When looking at before housing costs, 19 per cent of individuals lived in such households in 1998/99 but by 2010/11 this had decreased to 16 per cent. When focusing on income after housing costs 24 per cent were considered to be in poverty in 1998/99, falling to 21 per cent in 2010/11.
The reduction in the percentage below the poverty rate between 2009/10 and 2010/11 is in part attributable to the fall in median income (see Figure 1) rather than any substantial improvement of the financial situation of the people at the bottom of the distribution. Before then reductions in poverty were driven by incomes at the bottom of the distribution growing faster than incomes in the middle of the distribution.
The inequality of incomes can be illustrated further by calculating the ratio between the incomes at different points in the distribution: For example, those who have incomes which are 90 per cent from the bottom of the distribution (90th percentile) have about five times as much income as those who have incomes which are 10 per cent from the bottom of the distribution (10th percentile) and those at the 75th percentile have about twice the income of those at the 25th percentile. (DWP, 2012a)
For further information see Households Below Average Income (HBAI).
The mean is equal to the sum of the values divided by the number of values. The mean is the arithmetic average of a set of values, or distribution.
Income data from the first wave of the Understanding Society Survey in 2009 have been analysed using a truncated measure of income, where the lowest and highest incomes were excluded from analysis. This measure results in an estimate of about 18 per cent of all households in the UK being in poverty. The results show some of the household characteristics which are associated with higher levels of poverty. (US, 2009)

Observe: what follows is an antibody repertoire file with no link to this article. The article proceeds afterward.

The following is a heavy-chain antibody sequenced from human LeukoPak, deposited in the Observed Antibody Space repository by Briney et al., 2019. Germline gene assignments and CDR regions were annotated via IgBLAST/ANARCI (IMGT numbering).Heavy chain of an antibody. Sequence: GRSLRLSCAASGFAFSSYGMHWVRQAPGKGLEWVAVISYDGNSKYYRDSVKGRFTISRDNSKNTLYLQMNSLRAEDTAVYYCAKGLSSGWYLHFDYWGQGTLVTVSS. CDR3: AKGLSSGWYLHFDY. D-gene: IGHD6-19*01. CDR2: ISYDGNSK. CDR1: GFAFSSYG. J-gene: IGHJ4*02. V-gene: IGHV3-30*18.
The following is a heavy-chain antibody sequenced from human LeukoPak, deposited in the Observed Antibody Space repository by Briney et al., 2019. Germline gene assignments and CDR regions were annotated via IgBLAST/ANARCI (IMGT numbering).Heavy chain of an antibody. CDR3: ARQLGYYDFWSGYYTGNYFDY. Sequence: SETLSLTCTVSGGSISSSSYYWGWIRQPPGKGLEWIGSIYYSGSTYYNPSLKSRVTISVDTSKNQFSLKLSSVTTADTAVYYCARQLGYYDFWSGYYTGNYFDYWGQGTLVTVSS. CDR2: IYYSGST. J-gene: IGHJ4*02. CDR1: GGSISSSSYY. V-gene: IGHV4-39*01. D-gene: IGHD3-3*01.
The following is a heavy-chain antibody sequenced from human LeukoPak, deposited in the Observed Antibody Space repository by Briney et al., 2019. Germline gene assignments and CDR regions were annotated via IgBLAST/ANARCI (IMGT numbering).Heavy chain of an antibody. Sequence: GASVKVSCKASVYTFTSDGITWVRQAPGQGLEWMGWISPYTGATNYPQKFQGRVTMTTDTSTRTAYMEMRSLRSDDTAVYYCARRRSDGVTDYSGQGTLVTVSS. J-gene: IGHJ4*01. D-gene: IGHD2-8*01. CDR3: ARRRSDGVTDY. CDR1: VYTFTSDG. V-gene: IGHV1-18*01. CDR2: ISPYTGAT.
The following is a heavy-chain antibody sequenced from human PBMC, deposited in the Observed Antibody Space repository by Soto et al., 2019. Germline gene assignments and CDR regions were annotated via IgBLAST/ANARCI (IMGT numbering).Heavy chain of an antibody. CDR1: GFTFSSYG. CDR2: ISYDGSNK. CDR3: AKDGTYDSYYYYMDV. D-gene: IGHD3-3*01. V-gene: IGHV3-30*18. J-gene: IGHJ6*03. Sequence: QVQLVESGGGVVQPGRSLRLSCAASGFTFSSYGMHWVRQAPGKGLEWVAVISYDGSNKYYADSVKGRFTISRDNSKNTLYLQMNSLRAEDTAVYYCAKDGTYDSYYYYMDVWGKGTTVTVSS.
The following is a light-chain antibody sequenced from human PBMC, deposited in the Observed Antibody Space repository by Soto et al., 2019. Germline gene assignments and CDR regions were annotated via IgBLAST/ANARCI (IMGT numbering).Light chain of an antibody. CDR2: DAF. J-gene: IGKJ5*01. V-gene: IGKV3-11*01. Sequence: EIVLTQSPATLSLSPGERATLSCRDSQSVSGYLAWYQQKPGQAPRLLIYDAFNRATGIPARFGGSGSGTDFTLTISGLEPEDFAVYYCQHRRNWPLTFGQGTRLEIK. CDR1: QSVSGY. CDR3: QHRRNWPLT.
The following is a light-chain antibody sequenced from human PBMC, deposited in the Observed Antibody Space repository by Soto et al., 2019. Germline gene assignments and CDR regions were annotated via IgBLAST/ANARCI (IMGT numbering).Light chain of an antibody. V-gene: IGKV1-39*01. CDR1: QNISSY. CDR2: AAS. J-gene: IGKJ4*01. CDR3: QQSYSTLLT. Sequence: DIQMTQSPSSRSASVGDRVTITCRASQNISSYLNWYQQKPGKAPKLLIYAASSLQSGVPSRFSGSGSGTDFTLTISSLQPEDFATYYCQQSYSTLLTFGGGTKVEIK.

|Poverty rate||Sample size (General Population sample Wave 1 Year 1)|
|Households including someone over pension age||23||4,362|
|Households including someone over 75||30||1,652|
|Among non-pensioner households|
|Households with children||20||4,521|
|Households with four or more children||64||187|
|Lone parent households||47||770|
|Households with no worker||64||1,708|
|Households whose members have no qualifications||41||934|
|Households renting their accommodation||31||3,563|
|Households including a disabled person||22||2,061|
|Households including a severely disabled person||31||755|
|Households containing an Indian person||14||250|
|Households including a Pakistani or Bangladeshi person||40||184|
|Households including a Caribbean person||22||233|
|Households including an African person||30||244|
|Households in England||15||7,585|
|Households in Wales||20||442|
|Households in Scotland||17||823|
|Households in Northern Ireland||20||891|
|Source: Understanding Society|
Households with above average poverty rates include large families (with four or more children) and workless households, both at 64 per cent (Table 1). This is followed by lone parents (47 per cent), those without educational qualifications (41 per cent), and Pakistanis and Bangladeshis (40 per cent). Poverty is also above average for households containing older pensioners, tenants, severely disabled people, Africans and for households in Wales and Northern Ireland.
A 2011 report by the Joseph Rowntree Foundation found that two age groups had worrying poverty rates, a very high proportion of 16 to 19-year-olds in the UK who were not in full-time education were in poverty. At the other end of the age scale, those approaching retirement (aged 55 to 64) contained high proportions of both poor and rich in comparison with older age groups.(JRF, 2011)